Most commercial chemical fertilizers can be diluted by half and still be effective. The companies want to sell more fertilizer, so they actually encourage the use of more than is necessary. Generally, speaking, the amounts are not enough to harm the plant if used according to directions, but the plant can thrive just as well with much less.

Over feeding is one of the most common mistakes a gardener can make.

Plano, TX

i can understand the idea of overfeeding being a problem--we just want to do everything we can for the new plants and of course feeding seems like a good idea!! i also understand the fact that companies want to sell more and so suggest you use more--i will keep that in mind--

Benton, KY(Zone 7a)

Freshly planted things do not need much in the way of plant food. Most plant food promotes top-growth and of course, that's what gardeners like to see. New transplants need to produce a good root system before putting out new growth. I very rarely fertilize any new transplants other than a root booster.

Ayrshire Scotland, United Kingdom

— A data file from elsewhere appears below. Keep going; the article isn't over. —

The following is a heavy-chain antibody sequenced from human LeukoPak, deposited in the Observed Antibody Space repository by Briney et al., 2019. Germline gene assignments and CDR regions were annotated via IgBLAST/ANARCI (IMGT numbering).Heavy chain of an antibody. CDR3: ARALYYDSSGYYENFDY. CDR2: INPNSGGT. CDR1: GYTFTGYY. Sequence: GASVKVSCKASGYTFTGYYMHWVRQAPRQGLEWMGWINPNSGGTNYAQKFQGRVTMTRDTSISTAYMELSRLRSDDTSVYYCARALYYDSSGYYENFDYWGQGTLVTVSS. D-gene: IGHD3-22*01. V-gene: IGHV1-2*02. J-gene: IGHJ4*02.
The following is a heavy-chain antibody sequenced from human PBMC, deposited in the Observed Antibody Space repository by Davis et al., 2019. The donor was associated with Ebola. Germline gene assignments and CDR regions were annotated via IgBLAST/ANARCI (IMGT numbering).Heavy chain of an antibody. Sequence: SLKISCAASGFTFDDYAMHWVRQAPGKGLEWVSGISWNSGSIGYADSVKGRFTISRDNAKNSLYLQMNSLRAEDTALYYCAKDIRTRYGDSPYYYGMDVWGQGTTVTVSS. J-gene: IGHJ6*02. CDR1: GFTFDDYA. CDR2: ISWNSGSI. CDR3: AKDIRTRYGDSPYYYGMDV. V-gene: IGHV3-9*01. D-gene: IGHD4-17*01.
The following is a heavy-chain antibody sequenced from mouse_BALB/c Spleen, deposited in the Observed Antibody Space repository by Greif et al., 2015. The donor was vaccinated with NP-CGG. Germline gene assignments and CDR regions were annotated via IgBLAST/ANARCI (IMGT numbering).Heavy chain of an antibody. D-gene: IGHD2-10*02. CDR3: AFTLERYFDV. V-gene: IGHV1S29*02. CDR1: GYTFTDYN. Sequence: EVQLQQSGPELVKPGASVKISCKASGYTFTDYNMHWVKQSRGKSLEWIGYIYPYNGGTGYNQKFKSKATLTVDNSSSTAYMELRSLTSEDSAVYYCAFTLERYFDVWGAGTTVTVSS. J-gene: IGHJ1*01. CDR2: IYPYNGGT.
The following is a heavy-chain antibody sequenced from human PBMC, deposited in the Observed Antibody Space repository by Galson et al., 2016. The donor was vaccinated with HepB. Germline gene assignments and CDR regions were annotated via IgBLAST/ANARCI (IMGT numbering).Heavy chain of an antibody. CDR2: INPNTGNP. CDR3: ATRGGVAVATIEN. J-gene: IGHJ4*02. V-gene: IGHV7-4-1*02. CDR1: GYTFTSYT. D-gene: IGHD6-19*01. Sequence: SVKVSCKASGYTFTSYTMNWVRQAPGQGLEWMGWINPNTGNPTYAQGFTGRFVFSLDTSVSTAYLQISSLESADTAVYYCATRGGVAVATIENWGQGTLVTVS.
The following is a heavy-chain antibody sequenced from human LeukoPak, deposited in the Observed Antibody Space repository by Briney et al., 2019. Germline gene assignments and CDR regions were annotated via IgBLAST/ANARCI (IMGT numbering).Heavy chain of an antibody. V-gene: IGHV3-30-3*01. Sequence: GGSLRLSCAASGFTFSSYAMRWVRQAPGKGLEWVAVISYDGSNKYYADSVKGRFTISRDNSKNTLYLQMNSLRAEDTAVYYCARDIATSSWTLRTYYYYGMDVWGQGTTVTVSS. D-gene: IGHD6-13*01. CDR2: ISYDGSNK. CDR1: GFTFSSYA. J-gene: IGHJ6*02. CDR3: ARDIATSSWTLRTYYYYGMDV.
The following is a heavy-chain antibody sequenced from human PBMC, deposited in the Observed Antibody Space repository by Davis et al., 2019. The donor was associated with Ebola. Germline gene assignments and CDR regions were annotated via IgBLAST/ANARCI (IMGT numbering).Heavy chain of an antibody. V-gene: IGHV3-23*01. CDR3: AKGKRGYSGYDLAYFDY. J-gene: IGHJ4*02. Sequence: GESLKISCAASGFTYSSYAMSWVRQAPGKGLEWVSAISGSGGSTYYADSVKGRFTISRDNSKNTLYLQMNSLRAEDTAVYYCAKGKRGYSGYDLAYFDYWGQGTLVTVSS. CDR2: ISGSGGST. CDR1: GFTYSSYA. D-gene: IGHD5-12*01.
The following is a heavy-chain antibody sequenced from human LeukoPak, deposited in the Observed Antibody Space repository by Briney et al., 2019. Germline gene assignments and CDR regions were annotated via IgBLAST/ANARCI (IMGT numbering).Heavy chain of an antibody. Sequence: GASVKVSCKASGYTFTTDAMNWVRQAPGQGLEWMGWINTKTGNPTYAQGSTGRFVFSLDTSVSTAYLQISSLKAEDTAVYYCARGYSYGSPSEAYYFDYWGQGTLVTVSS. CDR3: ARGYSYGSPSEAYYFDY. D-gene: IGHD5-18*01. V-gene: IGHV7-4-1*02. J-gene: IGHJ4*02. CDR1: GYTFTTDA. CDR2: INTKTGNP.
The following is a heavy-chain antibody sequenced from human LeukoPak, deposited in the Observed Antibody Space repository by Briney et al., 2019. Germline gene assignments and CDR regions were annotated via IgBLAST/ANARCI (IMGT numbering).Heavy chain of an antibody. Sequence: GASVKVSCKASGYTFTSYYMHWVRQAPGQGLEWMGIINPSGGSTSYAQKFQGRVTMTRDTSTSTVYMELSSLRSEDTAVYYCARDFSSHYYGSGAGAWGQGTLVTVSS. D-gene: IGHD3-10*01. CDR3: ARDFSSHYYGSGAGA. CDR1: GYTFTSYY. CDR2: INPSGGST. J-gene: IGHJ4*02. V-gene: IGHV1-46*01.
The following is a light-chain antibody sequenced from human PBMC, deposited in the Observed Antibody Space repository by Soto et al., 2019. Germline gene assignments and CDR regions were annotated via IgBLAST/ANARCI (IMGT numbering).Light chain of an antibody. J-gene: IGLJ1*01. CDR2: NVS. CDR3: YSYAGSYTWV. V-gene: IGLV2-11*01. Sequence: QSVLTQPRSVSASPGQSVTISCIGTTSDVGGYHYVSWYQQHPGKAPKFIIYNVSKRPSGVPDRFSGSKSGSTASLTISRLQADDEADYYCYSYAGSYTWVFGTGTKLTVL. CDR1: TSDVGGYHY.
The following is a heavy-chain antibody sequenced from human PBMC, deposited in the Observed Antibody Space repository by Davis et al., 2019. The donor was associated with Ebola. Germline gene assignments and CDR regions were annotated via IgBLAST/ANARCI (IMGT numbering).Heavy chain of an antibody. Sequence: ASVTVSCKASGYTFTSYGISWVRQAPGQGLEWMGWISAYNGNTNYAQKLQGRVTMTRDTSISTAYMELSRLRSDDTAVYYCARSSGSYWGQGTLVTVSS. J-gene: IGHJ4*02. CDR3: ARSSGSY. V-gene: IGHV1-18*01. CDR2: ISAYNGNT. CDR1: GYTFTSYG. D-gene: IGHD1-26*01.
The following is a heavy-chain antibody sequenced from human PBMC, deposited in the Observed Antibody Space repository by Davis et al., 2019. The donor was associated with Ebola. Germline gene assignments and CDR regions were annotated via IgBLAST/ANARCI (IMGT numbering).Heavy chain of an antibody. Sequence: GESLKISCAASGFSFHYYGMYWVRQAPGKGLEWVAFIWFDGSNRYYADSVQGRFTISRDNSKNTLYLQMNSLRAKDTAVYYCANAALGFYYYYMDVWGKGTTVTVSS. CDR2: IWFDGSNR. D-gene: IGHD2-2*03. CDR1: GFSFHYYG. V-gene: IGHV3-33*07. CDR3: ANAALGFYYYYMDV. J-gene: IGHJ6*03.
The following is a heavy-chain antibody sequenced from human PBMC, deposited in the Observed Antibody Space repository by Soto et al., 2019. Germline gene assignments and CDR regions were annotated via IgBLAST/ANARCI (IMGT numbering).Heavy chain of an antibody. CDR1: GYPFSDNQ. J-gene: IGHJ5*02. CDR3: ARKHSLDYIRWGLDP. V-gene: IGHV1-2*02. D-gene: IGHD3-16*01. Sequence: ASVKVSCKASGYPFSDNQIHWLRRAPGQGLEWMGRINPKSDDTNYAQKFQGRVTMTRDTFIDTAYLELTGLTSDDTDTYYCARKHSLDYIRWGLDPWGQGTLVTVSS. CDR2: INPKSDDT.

Hi Planolinda, can you give us the type of plants that you have that are new and want to know if and what type of feed to give them, the makers of plant food are not allowed by law to tell you to use more feed than required, we gardeners would be sueing them right left and center, that it the reason why they must print instuctions on the label as to how much to use and how often, if plants are happy after a couple of days after planting, then generally they dont need feeding till well after they have settled into their new environment, then a feed at the makers recomendation can help to give them energy to get through the rest of the growing/flowering season, I always add a handfull or bone/fish and blood in to the soil at planting time, but if they are annuals, I feed them after a couple of weeks when they settle into the pots or baskets, but for them, I would use a liquid feed say once a week while doing the daily watering, if it is shrubs or trees, I add an animal manure into the soil when planting and again the following spring, this gives them a boost for the summer growing period, my soil is quite acidic and sandy, therefore it dont hold onto much moisture and neutrients as well as a good loomy soil will do, so you will eventually get to know your own soil and growing conditions as you go along, but the rule of thumb is, if it aint broke, dont over mend it as the plants themself will soon tell you if the need water, food or shade etc, let us know what kind of flowers/plants you are worried about and your soil type so we can advise you better if we can, good luck, WeeNel.